As your grow in your writing you learn tricks of the trade. These are invaluable for they help save you time and also improve your manuscript. Than there are the tips you might hear about from other writers when they share what they have heard used.
When someone said that they read their works backup my head immediately looked up to turn to look at her. This was at my critique group. I was surprised. I was even more surprised when I saw some of the other members nod their head.
What the heck? Read your manuscript backwards? According to them when you read your manuscript forwards your mind tricks you into believing you have read every word but what happens is your mind skims over words especially if you have read your WIP to heck and back. When you read backwards your mind is not able to do this as readily because after all who reads a book backwards. By doing so you catch errors that might have been missed and errors that were big that could have made your manuscript tank.
Reading online about this shortly after the meeting I found out this was an actual thing. It is not something I had done at this point. Yes I have read a page or two but nothing significant. I keep telling myself I will do it. If it is another tool to make your work pop I need to make an honest effort to try it for myself. Thank goodness my children series are not so long. But oh man when and if I do the novels that are in the 50k. It will take me convincing myself a lot to give this a go.
When was the last time you read a book out loud? I can say for me personally it was last year. I was not reading it to a child or a group of children. I was not reading it to anyone in particular. I was actually just reading my latest project.
We, as writers, will edit our WIP and edit it to death only to do it a few more times. But we won’t catch everything. Hence why we have beta readers, critique groups and poor souls who we ask for help. That will get more if not all of the mistakes out of your manuscript.
But there is always the mistakes that no one sees. But we are not just talking about grammar. I’m talking about loopholes, inconsistencies and the likes. That is how I found out in my Jasper series I had named their mom Sally by the name of Sarah and a few other S names. No one had picked up on that. But after reading it out loud I caught it.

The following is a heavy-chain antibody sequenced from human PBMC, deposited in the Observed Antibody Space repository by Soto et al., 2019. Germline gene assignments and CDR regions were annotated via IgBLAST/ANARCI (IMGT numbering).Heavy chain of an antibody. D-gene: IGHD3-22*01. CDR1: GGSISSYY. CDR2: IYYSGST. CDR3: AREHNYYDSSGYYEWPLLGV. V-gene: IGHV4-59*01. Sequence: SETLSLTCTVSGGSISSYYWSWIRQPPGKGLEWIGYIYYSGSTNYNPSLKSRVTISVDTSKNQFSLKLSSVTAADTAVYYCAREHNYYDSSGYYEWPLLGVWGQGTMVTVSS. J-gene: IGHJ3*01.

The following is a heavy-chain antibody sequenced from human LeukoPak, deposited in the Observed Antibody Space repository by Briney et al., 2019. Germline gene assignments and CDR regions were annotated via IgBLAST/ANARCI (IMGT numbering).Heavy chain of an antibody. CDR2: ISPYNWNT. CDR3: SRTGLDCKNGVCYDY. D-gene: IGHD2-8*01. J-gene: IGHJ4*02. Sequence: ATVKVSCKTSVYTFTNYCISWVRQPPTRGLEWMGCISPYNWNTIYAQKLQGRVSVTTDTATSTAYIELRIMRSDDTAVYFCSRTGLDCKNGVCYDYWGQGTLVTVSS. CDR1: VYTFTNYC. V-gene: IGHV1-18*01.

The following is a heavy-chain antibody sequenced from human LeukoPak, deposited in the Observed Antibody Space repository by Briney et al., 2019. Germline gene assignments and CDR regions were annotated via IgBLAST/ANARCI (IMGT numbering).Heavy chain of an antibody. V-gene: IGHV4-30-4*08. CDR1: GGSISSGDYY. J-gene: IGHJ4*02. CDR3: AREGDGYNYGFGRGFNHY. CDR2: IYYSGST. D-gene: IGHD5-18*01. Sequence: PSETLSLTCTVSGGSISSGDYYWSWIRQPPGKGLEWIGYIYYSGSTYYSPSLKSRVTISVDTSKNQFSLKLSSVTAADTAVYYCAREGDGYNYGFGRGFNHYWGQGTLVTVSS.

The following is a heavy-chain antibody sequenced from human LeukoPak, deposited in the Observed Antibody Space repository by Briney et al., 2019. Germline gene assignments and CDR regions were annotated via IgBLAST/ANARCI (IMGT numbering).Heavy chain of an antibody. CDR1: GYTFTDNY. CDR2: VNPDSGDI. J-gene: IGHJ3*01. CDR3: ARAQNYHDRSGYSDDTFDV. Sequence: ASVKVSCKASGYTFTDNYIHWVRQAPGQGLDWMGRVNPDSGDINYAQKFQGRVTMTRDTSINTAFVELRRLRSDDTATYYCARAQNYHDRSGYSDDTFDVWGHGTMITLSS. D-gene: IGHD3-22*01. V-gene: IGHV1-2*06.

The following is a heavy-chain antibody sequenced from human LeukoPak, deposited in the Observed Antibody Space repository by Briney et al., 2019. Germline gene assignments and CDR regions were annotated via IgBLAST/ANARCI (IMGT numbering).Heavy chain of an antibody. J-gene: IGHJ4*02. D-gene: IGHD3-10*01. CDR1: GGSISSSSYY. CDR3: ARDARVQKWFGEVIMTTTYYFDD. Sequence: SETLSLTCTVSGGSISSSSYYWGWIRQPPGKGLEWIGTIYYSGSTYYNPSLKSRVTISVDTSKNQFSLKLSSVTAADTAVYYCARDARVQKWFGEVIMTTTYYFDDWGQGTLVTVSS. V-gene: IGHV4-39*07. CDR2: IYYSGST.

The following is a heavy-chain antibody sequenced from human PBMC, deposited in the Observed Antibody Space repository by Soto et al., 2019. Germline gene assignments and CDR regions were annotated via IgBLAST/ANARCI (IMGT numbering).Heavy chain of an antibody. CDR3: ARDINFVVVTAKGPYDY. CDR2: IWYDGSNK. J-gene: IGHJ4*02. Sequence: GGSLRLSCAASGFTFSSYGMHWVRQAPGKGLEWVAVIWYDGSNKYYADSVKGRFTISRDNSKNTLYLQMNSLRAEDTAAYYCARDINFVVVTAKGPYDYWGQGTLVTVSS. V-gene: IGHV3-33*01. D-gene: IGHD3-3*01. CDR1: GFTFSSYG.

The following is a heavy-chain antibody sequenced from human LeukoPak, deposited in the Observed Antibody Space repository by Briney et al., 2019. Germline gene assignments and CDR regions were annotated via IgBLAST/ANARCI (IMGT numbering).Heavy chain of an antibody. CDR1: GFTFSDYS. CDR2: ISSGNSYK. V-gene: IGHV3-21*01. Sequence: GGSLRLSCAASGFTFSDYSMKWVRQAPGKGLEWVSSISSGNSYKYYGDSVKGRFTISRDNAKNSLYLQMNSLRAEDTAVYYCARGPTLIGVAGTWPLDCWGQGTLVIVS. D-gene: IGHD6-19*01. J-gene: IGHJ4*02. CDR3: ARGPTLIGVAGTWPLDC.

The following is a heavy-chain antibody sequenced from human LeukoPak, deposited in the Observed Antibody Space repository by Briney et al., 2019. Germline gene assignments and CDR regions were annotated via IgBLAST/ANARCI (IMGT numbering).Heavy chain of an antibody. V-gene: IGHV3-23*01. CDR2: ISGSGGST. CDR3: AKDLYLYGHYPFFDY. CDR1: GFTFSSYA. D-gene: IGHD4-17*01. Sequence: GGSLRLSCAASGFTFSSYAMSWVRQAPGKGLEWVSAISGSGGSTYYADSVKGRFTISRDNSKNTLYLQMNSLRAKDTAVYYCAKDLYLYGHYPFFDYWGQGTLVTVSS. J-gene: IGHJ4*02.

Yes, it is time-consuming and you will want to rush it or maybe stop completely, especially if your novel runs in the thousands of words. So how important is it to you? How perfect do you want it to be? Are you okay, once the book goes to print only to find mistakes?
It all depends on how you want your work and you to be represented. We are not going to get all the mistakes every single time but a good effort certainly can’t hurt.
How important in having a decent cover for your book matters to you? Not sure? Let me ask a different way. When you are in a bookstore, yes they still exist, and going up and down the aisle what catches your eye to pick up a book? Is it the cover? Is it the synopsis on the back? Perhaps it is both. There are sooooo many books out there competing for buyers attention each wanting you to pick it up and examine it. One way is to get a cover that is pleasing to the eye.
One of my writer friends from Canada just requested her rights back and signed up with a different publisher. The graphic artist she is working with now gave her a cover that dissolved her into tears. The main reason being the design that was presented to her had nothing to do with the theme of the book. And when she asked for our honest opinion I told her how it was not very good. Well, the design was good but it did not describe the pages inside.
Creating a cover, whether you do it or a publishing house, to make your book be pleasing is the first step into finding a reader and hopefully a long life fan. It is that important. We can talk about the hook of our manuscript all day long. But if you cover turns away potential buyers they will never get to see if your hook will make them fall madly in love with the rest of your novel.